Jan 4, 2017

Bethany Pray currently serves as CCLP's Deputy Director. Her areas of expertise include regulatory analysis and advocacy for Medicaid and commercial coverage, access to behavioral health benefits, Medicaid eligibility and much more.Staff page ›

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News Release: Colorado Health Policy Coalition urges Congress to develop a comprehensive health care framework

by | Jan 4, 2017

GOP healthcare plan: what it would mean for Colorado

On March 6, 2017, House Republicans’ unveiled a healthcare proposal, the “American Health Care Act,”
that would radically reduce the ability of middle- and lower-income Coloradans to access affordable
healthcare through Health First Colorado, Colorado’s Medicaid program, and the private market.

The basics:

The bill uses the budget reconciliation process, a process that is available once per annual budget cycle, to
address funding aspects of the ACA and the federal Medicaid program. Most ACA taxes are repealed, to
the tune of a loss of over a trillion dollars over ten years, raising questions about how the program will be
paid for. The bill could get through the House and Senate as soon as April. The bill needs only a majority to
pass and cannot be filibustered.

Key changes to private insurance: cost and access

Cost of Premiums

  • Cost of premiums are likely to go up for all Coloradans
    • The ACA mandated that all Americans get coverage or pay a penalty. That requirement, for both individuals and employers, would end retroactively on 12/31/15. Healthier and younger people will be more likely to skip buying insurance if they don’t have a penalty, resulting in a sicker risk pool. Because the needs of the risk pool are greater, premium costs will rise.
  • The cost of premiums will go up even more for older Coloradans.
    • Currently, carriers can charge those over 64 no more than 3 times what they charge those under 30.
    • Under the House Republicans’ plan, they could charge older Coloradans 5 times as much.
  • If someone loses coverage for 63 or more days, cost of premiums will go way up.
    • Under the plan, someone who lost coverage for 63 or more days in the last 12 months would have to pay a 30% monthly surcharge, on top of regular premium payments, for a full year. This could mean that health care would be permanently unaffordable.

Availability of Assistance

  • For 2018 and 2019, Coloradans would still be able to get premium tax credits, subsidies that help with monthly premium payments for those under 400% of the federal poverty level (FPL), and cost-sharing reductions, subsidies that reduce deductibles and cost-sharing for those under 250 FPL.
    • The amount of assistance now varies, and lower-income people get more assistance.
  • Starting in 2020, advanceable tax credits would be available, but much reduced.
    • Tax credits would be available to each person in the household — ranging from $2,000 a year for those 30 and under to $4,000 for those 60 and over.
    • Those with more income would get the same amount as those with less. A 30-year-old who makes $70,000 a year would get $2,000, just like a 30-year-old who makes $25,000 a year.
    • Coloradans who live in regions with more expensive insurance would not get more financial assistance to help with those extra costs. Coloradans in the higher-cost areas, including many rural counties, would have to pay more.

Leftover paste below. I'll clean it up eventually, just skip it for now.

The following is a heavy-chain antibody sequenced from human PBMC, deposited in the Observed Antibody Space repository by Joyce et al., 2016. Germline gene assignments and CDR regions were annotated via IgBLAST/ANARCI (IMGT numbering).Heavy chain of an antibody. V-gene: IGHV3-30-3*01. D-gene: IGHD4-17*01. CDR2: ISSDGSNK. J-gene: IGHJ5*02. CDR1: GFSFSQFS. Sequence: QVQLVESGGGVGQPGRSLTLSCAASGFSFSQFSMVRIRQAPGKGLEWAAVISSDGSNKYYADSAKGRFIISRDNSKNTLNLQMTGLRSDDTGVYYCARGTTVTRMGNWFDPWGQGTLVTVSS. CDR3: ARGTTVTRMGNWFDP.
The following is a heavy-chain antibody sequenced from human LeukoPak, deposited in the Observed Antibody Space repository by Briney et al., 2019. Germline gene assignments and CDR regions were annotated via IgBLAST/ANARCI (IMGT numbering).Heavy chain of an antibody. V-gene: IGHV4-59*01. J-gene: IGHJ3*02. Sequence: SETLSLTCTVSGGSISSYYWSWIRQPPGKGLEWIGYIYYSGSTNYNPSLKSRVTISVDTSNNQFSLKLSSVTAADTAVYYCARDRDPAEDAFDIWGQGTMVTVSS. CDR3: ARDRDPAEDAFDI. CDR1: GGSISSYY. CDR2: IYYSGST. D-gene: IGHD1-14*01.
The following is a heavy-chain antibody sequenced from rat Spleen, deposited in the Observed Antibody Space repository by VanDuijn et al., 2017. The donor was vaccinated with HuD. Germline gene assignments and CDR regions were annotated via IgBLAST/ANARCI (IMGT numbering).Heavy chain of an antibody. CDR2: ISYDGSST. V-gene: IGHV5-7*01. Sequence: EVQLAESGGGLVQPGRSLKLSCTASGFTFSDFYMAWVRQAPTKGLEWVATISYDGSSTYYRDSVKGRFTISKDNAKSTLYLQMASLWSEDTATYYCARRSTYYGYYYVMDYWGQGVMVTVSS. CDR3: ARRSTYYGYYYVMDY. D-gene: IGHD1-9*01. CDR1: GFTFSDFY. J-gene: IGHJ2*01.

• Health Savings Accounts would be expanded, to allow people to put more of their own money aside, tax-free, for health costs.
    • That’s no help to people who need all their available income to cover housing, food, education and other basic needs. It would instead serve as a tax break to wealthier people.
  • Short-term funding would be provided to states for additional programs like high-risk pools and help with cost sharing – but states would have to put in state dollars to be eligible for the funding.

Key changes to Medicaid: the adult expansion and everyone else

Ending additional funding for the Medicaid expansion

  • Currently, Colorado covers just 5% of the cost of covering an adult in the expansion population, a category that includes adults without dependent children, as well as parents and caretakers who make over 68% FPL. Federal funds cover the rest.
    • The plan would take away that extra federal funding for the expansion population as of 2020, so new enrollees – and anyone who was enrolled but had a break in coverage – would be covered only at the 50% federal matching rate.
    • Colorado’s additional costs to keep the same number of enrollees covered at the lower matching rate would be close to $1 billion per year, based on caseload reports.

Limiting Medicaid payments through a per capita cap structure

  • Medicaid expenditures by the state of Colorado would no longer be matched by federal funds.
    Currently, if Health First Colorado, Colorado’s Medicaid Program, covers a child’s $10,000 hospitalization, Colorado pays half and the federal government pays half. Under the current formula, federal funds increase with need.

    • The per-capita cap structure provides that states get a fixed amount per enrollee, with the amount set for the four categories: children; parents and caretakers; elderly, blind and disabled individuals, and adults without dependent children.
    • If any of those categories of people has greater need – because, for example, the older population is living longer and a higher proportion need nursing care, or because of a disease outbreak – Colorado would get no additional money.
    • The per-capita cap amount won’t reflect current needs. When the new structure starts in 2020, the base amounts will be derived from our expenditures in 2016. Because of medical inflation, covering everyone in 2020 is likely to be a lot more expensive than in 2016.

Limiting Medicaid through other changes

  • Children would be covered only up to 100% FPL, instead of 133% FPL. Those over 100% FPL could hypothetically get CHIP, but we don’t know the future of that program, either.
  • The plan would drop the three-month retroactive eligibility now available to Medicaid applicants.
  • The plan would not give any additional time to applicants to collect documents to show legal residency or citizenship.
  • And more.

The bottom line

To keep people covered, Colorado would have to come up with billions more per year in funding.